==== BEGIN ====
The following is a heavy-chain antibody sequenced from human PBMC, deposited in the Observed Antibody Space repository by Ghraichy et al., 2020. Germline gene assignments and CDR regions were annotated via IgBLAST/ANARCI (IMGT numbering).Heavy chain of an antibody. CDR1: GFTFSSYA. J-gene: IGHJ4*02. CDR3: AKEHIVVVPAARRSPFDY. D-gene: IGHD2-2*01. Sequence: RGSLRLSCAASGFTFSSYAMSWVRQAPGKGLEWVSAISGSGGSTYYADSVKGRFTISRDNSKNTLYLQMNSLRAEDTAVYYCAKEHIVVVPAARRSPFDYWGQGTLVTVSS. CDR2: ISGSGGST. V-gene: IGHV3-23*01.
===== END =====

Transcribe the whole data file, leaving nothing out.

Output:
The following is a heavy-chain antibody sequenced from human PBMC, deposited in the Observed Antibody Space repository by Ghraichy et al., 2020. Germline gene assignments and CDR regions were annotated via IgBLAST/ANARCI (IMGT numbering).Heavy chain of an antibody. CDR1: GFTFSSYA. J-gene: IGHJ4*02. CDR3: AKEHIVVVPAARRSPFDY. D-gene: IGHD2-2*01. Sequence: RGSLRLSCAASGFTFSSYAMSWVRQAPGKGLEWVSAISGSGGSTYYADSVKGRFTISRDNSKNTLYLQMNSLRAEDTAVYYCAKEHIVVVPAARRSPFDYWGQGTLVTVSS. CDR2: ISGSGGST. V-gene: IGHV3-23*01.